An entire page on the White House website is headed by a quote from President Obama about “ISIL” (the administration’s preferred acronym for ISIS) “and our comprehensive strategy to degrade and ultimately destroy the terrorist group.”
Interestingly, one part of the president’s proposed four-part strategy is “a systematic campaign of airstrikes against ISIL” and another part is “increased support to forces fighting ISIL on the ground.”
The campaign of airstrikes calls for “working with the Iraqi” government,” but mentions nothing about working with other governments that might be invaluable allies in the fight — Russia for one. As for the “increased support to forces fighting ISIL on the ground,” the president’s plan states:
Across the border, in Syria, we have ramped up our military assistance to the Syrian [“moderate”?] opposition. Tonight, I call on Congress again to give us additional authorities and resources to train and equip these fighters. In the fight against ISIL, we cannot rely on an Assad regime that terrorizes its own people — a regime that will never regain the legitimacy it has lost. Instead, we must strengthen the opposition as the best counterweight to extremists like ISIL, while pursuing the political solution necessary to solve Syria’s crisis once and for all.
If Obama proposes to provide military assistance to a “moderate” Syrian opposition, he may want to enlist our best intelligence agencies in locating them, because they have been pretty invisible so far. In fact, even Obama’s vice president, Joe Biden, said in a 2014 speech at Harvard:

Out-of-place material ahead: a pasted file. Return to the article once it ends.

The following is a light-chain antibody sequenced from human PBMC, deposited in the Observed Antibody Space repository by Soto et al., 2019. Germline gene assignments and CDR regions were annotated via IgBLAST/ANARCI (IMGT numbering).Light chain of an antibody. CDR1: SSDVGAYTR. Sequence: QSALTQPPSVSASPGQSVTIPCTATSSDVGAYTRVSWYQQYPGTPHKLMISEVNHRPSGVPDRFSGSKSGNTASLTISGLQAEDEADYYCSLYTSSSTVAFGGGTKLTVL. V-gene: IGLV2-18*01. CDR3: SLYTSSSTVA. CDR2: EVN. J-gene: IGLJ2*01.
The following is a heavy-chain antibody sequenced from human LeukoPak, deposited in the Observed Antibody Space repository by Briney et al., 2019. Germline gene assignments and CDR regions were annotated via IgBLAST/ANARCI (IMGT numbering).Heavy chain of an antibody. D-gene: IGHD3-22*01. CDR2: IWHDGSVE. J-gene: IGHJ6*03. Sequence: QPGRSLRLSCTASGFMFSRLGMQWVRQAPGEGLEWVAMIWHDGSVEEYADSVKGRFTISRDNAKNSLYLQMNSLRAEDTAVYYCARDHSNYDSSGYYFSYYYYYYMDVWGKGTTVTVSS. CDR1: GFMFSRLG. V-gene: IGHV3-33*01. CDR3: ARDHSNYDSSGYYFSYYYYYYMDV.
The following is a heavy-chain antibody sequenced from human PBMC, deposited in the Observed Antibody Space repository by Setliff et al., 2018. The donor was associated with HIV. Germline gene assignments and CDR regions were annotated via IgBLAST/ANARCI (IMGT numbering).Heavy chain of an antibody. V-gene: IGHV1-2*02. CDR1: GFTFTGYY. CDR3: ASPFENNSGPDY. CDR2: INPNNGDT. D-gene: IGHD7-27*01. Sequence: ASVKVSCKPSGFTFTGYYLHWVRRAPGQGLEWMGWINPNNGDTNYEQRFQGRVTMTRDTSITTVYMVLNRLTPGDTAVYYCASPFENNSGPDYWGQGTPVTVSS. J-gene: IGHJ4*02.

The idea of identifying a “moderate middle” has been a chase America’s been engaged in for a long time.... The fact remains that the ability to identify a “moderate middle” in Syria was — there was no “moderate middle” because the “moderate middle” are made up of shopkeepers, not soldiers.... What my constant cry was was that our biggest problem was our allies.... What were they doing? They were so determined to take down Assad and have a proxy Sunni-Shia war, what did they do? They poured hundreds of millions of dollars and tens, thousands, of tons of weapons into anyone who would fight. Except that the people who were being supplied were al-Nusra and al-Qaeda and extremist elements of jihadis coming from other parts of the world.
As The New American’s foreign correspondent, Alex Newman, observed:
Did you catch that? There were no moderate rebels in Syria, despite Obama’s claims to be arming moderate rebels against Assad. Again, according to Biden, the anti-ISIS coalition was arming ISIS.
Apparently, the Obama administration thinks that providing arms to a non-extent “moderate middle” that is fighting the armies of Bashar al-Assad — who like Saddam Hussein was, is no threat to the United States — is somehow beneficial to the peace process in the Middle East. This despite the fact that, as we noted in our article on December 11, 2015:
A report released by Amnesty International on December 7 says that ISIS has accumulated a large arsenal that includes U.S.-made weapons that the terrorist force has obtained from both the Iraqi army and Syrian rebel groups fighting against Bashar al-Assad.
Toner has criticized the Russians for allegedly targeting “predominantly … moderate Syrian opposition forces,” but if he can identify those forces, he must have unusual talents the rest of the Obama administration does not have. While Russian statements must always be somewhat suspect, if their defense ministry’s statement that their aircraft “carried out group attacks on Islamic State and Jabhat al-Nusra positions” is eventually verified, then it appears that Russia is doing something the United States has so far not effectively done: attack the terrorists instead of supplying rebel forces who are working with the terrorists.